Characters from a personal project.
I have been drawing every day – honest! I’ve just not been posting…
Here’s the last part of the tea-time epic.
I’ve been out in the garden talking to the tomato plants and observing the local cat politics. I may have mentioned this before but my neighbourhood has an embarrassment of feline riches, and my next-door neighbours have (amongst other animals) NINE cats – a fact I find so astonishing I keep repeating it (NINE cats!).
Here’s a few of them:
The Great Darkness belongs to my upstairs neighbour and is very fat, elderly and possibly the most bad-tempered cat I’ve ever encountered. Do not approach without a big stick.
The Daft Ginger One is the youngest of The Nine and generally harmless. It finds snails totally fascinating.
Bob is the only one of The Nine whose real name I know and is the only friendly one, which is a pity as he’s a complete fleabag. I also suspect mental issues. Will fight with all-comers.
Until I saw The Evil Stripy One I hadn’t realised cats could frown. Possibly the most dangerous of The Nine, though the ‘Incident with the Hose’ probably didn’t help.
Bob’s mate lives a few doors down and is a total ‘fraidy-cat. For some reason Bob tolerates him so they hang out a lot. He reminds me of the cat from Kiki’s Delivery Service so I probably should have drawn him with a bead of manga-sweat or something.
The Ginger One From Across the Street is a player in the politics of the neighbourhood. He occasionally (foolishly) ventures across into the territory of The Nine but soons learns the better of it.
Also I popped into London Underground Comics‘ LUC176 event on Saturday. Ellen Lindner kindly sold some of my comics from her table (you should check out her masterpiece Undertow) so I could go and have a sneaky beer outside with my friend Sam. It was certainly a great venue – I hope the event was a success for everyone.
I didn’t have time to draw a ‘tea time’ pic today but tomorrow I’m all set to get back on the case. Here I am in my ‘ready-for-action’ artist’s gear (hairy legs, model’s own).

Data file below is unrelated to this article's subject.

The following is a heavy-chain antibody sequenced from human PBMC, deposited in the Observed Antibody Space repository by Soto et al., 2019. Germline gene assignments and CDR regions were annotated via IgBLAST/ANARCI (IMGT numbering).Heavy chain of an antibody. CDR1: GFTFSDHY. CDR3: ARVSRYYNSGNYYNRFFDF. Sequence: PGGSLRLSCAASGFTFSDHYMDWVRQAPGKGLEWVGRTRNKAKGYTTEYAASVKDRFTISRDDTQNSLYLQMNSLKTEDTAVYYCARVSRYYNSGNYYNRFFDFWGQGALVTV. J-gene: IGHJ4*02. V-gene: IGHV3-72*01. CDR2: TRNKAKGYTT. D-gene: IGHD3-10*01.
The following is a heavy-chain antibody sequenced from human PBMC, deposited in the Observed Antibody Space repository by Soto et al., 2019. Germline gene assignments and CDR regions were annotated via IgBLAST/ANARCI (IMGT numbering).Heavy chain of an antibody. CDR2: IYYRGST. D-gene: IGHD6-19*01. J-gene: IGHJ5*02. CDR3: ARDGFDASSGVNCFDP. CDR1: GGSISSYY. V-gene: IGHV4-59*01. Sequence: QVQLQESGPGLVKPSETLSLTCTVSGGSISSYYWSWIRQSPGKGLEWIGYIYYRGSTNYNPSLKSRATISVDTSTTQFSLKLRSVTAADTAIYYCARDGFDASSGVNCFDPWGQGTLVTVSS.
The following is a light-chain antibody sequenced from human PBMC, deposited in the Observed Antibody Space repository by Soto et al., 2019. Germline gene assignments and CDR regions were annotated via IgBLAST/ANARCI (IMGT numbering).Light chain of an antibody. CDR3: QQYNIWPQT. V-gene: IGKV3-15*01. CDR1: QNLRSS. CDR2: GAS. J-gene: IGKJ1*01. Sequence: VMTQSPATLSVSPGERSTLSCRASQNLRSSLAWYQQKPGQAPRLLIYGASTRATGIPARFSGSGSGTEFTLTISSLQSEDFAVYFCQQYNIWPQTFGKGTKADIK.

Me aged 100. I expect I’ll still be at war with the local cat population. This is for a competition set up by Phil McAndrew.
Following on yesterday’s post, I might as well continue with this character. I feel some bad poetry coming on.
Is it ‘with whom’ of ‘with who’? I can never remember.
I’m nailing my (new) creed to the church door here. I’ve never had the urge to draw constantly – I can go weeks without drawing and I don’t miss it one bit. I’ve loads of nice expensive sketchbooks which just felt too beautifully pristine to fill with my silly scribblings (my drawing paper of choice is Tesco value copier paper) and so sit empty, yellowing and neglected.
But I’ve probably not done myself any favours. Development cannot come without practice.
So here goes.
An artist’s reconstruction of events.
Scott C is one of my favourite cartoonists – quirkily humorous characters in bizarre settings, all drawn with a lovely thick inky line and splashes of paint. He’s currently over in the UK for a show with Jim Mahfood at the London Miles Gallery in Notting Hill. Sarah McIntyre and I went along for the opening night and got a chance to talk to Scott and meet some other interesting and nice people too. We bought Scott’s book which he most graciously drew in for us whilst Sarah took pictures. I’ve interpreted the scene in a Scott C style above (Treehead is a character of Scott’s) – for the photos take a look at Sarah’s blog.